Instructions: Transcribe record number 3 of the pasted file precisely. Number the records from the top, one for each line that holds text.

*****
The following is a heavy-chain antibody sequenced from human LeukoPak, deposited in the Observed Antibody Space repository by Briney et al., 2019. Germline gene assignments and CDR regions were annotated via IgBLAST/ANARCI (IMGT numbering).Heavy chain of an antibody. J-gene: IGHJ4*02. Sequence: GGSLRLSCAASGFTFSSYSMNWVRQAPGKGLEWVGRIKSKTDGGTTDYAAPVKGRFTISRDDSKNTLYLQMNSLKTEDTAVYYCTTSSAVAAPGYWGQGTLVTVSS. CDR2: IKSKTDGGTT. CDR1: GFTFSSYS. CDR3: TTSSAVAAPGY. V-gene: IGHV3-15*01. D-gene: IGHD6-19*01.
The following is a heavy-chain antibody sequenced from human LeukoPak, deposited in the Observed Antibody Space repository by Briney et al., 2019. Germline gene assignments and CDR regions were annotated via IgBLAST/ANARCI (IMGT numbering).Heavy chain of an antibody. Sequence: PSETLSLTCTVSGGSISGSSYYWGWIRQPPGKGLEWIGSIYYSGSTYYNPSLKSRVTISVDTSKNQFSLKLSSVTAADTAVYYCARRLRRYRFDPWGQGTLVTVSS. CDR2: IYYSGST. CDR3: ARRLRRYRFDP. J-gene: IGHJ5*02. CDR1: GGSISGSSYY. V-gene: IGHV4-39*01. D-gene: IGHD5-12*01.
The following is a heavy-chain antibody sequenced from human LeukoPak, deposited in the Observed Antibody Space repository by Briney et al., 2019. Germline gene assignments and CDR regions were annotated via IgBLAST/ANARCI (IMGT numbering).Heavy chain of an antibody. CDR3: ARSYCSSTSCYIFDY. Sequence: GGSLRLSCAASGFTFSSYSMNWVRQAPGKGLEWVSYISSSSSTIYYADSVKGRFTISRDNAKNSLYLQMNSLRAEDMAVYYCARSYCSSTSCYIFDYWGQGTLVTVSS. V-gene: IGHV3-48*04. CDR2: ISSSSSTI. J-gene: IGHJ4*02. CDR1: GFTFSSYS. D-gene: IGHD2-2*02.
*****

The following is a heavy-chain antibody sequenced from human LeukoPak, deposited in the Observed Antibody Space repository by Briney et al., 2019. Germline gene assignments and CDR regions were annotated via IgBLAST/ANARCI (IMGT numbering).Heavy chain of an antibody. CDR3: ARSYCSSTSCYIFDY. Sequence: GGSLRLSCAASGFTFSSYSMNWVRQAPGKGLEWVSYISSSSSTIYYADSVKGRFTISRDNAKNSLYLQMNSLRAEDMAVYYCARSYCSSTSCYIFDYWGQGTLVTVSS. V-gene: IGHV3-48*04. CDR2: ISSSSSTI. J-gene: IGHJ4*02. CDR1: GFTFSSYS. D-gene: IGHD2-2*02.